Coral reefs are one of the most species rich and colourful habitats on earth and for many coral reef teleosts, vision is central to their survival and reproduction. The diversity of reef fish visual systems arises from variations in ocular and retinal anatomy, neural processing and, perhaps most easily revealed by, the peak spectral absorbance of visual pigments. This review examines the interplay between retinal morphology and light environment across a number of reef fish species, but mainly focusses on visual adaptations at the molecular level (i.e. visual pigment structure). Generally, visual pigments tend to match the overall light environment or micro-habitat, with fish inhabiting greener, inshore waters possessing longer wavelength-shifted visual pigments than open water blue-shifted species. In marine fishes, particularly those that live on the reef, most species have between two (likely dichromatic) to four (possible tetrachromatic) cone spectral sensitivities and a single rod for crepuscular vision; however, most are trichromatic with three spectral sensitivities. In addition to variation in spectral sensitivity number, spectral placement of the absorbance maximum (λmax) also has a surprising degree of variability. Variation in ocular and retinal anatomy is also observed at several levels in reef fishes but is best represented by differences in arrangement, density and distribution of neural cell types across the retina (i.e. retinal topography). Here, we focus on the seven reef fish families most comprehensively studied to date to examine and compare how behaviour, environment, activity period, ontogeny and phylogeny might interact to generate the exceptional diversity in visual system design that we observe.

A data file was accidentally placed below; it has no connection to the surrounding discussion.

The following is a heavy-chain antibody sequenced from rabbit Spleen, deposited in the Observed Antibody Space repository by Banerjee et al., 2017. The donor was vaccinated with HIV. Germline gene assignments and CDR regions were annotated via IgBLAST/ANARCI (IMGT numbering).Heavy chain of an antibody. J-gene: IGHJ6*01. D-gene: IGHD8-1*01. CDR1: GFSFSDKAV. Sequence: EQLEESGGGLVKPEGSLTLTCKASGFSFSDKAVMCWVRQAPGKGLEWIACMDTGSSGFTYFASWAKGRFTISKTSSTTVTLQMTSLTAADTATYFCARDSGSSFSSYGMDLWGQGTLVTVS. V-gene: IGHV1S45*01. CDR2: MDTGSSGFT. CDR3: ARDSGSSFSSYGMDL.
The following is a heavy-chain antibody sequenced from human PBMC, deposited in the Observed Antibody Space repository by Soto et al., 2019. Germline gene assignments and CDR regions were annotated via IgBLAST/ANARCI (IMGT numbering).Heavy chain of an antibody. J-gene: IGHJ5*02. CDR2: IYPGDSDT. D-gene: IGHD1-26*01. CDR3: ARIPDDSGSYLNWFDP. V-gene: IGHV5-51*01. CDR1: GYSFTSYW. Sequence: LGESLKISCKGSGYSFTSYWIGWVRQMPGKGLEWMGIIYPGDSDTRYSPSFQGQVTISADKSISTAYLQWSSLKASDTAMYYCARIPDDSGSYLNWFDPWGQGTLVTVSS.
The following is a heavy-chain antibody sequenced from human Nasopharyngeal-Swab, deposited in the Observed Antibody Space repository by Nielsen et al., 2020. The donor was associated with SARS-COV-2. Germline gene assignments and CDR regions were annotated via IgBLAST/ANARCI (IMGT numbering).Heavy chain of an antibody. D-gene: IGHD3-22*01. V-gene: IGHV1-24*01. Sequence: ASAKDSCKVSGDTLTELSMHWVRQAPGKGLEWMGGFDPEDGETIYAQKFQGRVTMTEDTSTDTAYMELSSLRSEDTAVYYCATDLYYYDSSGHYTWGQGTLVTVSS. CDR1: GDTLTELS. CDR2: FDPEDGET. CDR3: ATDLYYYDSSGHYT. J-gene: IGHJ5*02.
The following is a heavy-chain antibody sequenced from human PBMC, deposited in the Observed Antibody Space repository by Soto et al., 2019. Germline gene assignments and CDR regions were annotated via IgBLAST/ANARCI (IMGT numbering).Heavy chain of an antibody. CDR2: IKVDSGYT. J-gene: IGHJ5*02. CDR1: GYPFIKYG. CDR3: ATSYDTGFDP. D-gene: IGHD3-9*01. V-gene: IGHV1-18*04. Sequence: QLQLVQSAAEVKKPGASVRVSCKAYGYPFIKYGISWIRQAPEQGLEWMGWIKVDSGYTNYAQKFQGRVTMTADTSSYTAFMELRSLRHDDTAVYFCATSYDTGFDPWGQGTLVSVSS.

Keywords: Eyes; Gene expression; Opsin; Retinal topography; Vision; Visual pigment.
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